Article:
In 2010, Venoco wanted to install 35 new onshore slant-drilling wells — not to mention a 175-foot drilling rig dressed up to look like a Spanish colonial tower — onshore just spitting distance from both City Hall and Carpinteria’s much-beloved seal haul-out and rookery. In a bold, creative, aggressively in-your-face move, Venoco sought to bypass Carpinteria’s sacrosanct planning process by taking its case — via Measure J — directly to city voters. The company asked voters to support massive changes to the city’s zoning and planning bible needed to make such an industrial project conform with the city’s general plan. Under the best of conditions, Venoco was pissing up a very steep rope on a windy day. But conditions were far from ideal. On April 20 — in a galaxy not far enough away — a natural-gas explosion rocked BP’s now infamous Deepwater Horizon production facility in the Gulf of Mexico, killing 11 oil workers, injuring 17 more, and letting loose the worst maritime oil spill in U.S. history. With the BP explosion dominating news coverage, Measure J was toast, and on election night, 70 percent of Carpinteria’s civic-minded voters told Venoco to take a long hike off a short pier.
When history repeats itself, I find it interesting. But what makes Venoco’s current proposal genuinely intriguing — rather than merely operatic — are company claims that by drilling 3,000 feet below the ocean floor into these adjacent reserves, it can reduce the subsurface pressure giving rise to one of the biggest natural seeps in the United States, if not the entire universe. These arguments, it should be noted, get trotted out about every eight years by oil-industry stooges and apologists with an embarrassing penchant for grossly overstating their case. But according to three UCSB geologists with whom I’ve recently communicated — albeit in limited fashion — this theory might actually apply by Platform Holly. The three — professors David Valentine, Bruce Luyendyk, and James Boles — have all studied the connection between Coal Oil Point seep volumes and oil drilling. All three expressed various cautionary quibbles, questions, criticisms, and qualifications but agreed that done correctly — assuming the right subsurface geological conditions — drilling in that area could reduce seep volumes because of the unique geometry of seep beds, oil reservoirs, and earthquake fault lines found near Platform Holly. Based on past experience, the greatest and most reliable reduction has been on the quantity of natural gases released. Less clear and predictable, however, has been the impact of such drilling on the proliferation of big gooey tar gobs.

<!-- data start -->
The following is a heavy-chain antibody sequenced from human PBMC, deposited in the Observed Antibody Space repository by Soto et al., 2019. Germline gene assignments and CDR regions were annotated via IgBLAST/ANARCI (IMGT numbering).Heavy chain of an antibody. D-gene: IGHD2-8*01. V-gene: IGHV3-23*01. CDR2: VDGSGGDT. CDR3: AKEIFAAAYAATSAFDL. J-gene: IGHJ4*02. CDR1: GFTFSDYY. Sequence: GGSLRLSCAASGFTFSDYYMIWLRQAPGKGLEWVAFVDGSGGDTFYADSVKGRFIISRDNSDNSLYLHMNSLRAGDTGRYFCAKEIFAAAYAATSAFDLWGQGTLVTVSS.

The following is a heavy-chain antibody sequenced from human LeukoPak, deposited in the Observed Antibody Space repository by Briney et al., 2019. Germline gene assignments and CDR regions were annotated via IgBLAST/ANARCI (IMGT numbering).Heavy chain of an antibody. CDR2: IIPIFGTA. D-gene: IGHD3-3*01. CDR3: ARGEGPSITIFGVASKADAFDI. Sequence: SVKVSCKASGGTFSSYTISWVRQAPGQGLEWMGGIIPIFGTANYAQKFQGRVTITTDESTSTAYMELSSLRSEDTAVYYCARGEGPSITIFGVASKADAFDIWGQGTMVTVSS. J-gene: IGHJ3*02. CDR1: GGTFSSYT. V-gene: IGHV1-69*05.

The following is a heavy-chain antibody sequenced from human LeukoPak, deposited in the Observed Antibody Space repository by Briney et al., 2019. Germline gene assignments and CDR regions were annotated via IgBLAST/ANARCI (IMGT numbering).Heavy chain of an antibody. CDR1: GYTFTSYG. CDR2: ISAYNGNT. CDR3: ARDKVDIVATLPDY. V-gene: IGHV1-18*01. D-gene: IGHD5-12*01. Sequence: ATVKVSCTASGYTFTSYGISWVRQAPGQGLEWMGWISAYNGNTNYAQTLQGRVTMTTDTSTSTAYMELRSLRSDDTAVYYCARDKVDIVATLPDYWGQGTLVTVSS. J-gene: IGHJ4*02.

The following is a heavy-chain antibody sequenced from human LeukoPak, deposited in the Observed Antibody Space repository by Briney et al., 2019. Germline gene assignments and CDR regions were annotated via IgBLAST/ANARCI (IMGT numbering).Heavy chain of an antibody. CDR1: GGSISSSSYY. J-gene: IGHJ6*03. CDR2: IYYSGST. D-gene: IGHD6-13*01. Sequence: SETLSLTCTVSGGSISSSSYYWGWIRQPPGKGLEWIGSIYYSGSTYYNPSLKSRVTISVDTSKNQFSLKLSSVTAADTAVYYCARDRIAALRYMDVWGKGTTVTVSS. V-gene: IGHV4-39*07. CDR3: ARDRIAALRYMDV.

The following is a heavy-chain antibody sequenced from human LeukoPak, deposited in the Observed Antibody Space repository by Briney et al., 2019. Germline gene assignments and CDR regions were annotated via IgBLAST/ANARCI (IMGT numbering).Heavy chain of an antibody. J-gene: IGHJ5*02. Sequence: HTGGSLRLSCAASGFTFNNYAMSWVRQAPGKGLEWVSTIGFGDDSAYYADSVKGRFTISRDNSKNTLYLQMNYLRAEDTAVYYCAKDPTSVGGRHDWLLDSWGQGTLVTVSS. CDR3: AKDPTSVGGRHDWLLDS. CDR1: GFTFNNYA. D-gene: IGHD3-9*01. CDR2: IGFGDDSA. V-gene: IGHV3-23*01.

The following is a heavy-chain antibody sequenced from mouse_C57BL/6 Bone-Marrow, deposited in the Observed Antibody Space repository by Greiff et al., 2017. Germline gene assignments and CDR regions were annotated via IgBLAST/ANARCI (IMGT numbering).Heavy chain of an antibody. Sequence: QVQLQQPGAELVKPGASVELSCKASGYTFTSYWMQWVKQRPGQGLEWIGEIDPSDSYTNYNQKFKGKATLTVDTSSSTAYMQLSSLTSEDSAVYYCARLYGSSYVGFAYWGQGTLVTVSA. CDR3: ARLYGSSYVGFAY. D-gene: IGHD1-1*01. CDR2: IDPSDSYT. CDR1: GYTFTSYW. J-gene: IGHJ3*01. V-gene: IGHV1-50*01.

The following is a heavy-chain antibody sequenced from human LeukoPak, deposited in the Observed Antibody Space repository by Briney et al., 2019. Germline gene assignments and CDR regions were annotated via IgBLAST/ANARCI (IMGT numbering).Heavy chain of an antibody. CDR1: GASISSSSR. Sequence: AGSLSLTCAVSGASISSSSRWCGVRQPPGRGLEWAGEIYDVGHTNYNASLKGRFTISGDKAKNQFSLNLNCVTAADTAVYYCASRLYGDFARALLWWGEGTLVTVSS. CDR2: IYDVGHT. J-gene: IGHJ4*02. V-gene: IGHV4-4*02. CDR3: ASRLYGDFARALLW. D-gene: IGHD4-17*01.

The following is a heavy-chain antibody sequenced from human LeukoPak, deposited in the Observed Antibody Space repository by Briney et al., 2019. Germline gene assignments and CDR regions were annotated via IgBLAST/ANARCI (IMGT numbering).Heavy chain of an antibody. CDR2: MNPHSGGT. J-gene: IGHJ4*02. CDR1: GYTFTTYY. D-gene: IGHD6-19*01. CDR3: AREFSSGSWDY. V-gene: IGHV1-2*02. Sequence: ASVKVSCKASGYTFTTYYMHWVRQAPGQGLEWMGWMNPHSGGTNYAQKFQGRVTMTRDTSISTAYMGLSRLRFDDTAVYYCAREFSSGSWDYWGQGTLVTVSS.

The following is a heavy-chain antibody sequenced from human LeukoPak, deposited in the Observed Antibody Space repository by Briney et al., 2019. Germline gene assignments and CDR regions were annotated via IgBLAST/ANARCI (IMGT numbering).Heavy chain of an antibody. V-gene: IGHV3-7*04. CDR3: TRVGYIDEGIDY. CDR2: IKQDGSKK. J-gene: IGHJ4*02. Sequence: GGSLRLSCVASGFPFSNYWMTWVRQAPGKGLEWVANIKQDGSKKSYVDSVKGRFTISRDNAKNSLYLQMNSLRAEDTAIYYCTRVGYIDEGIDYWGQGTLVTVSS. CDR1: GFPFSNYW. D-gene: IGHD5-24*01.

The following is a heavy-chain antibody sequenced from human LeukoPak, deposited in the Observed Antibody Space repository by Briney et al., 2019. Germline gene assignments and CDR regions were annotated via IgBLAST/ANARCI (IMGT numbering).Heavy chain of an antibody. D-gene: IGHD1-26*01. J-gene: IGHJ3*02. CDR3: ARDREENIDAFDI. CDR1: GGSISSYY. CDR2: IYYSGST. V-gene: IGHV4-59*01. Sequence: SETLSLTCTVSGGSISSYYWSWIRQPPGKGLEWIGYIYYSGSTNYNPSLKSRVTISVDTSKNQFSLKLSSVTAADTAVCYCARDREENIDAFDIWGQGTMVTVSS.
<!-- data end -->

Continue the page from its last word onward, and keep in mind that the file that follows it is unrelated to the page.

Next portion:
Giving new and serious urgency to this question is the heightened freak-out factor rightfully attending climate change and attendant weather weirdness. In case you missed it, more than 800 Pakistanis died this week as temperatures hit 113 degrees. According to the Santa Barbara County Air Pollution Control District, oil seeps in the channel release about 24,000 metric tons of methane gas every year, the equivalent, by the way, of 247,000 cows. Given that methane is 25 times more devastating a greenhouse gas than carbon dioxide, that’s 247,000 cows that might matter when it comes to climate change. Whether tripling Venoco’s drillable reserves is the best or only way to contain them, however, is a horse of another color. That argument has yet to play out. But when it does, it could prove genuinely interesting and disturbing.
Regardless, where Venoco is concerned, history has a way of repeating itself. For those of us not paying attention the first time, that’s awfully convenient. For Tim Marquez, I’m not so sure.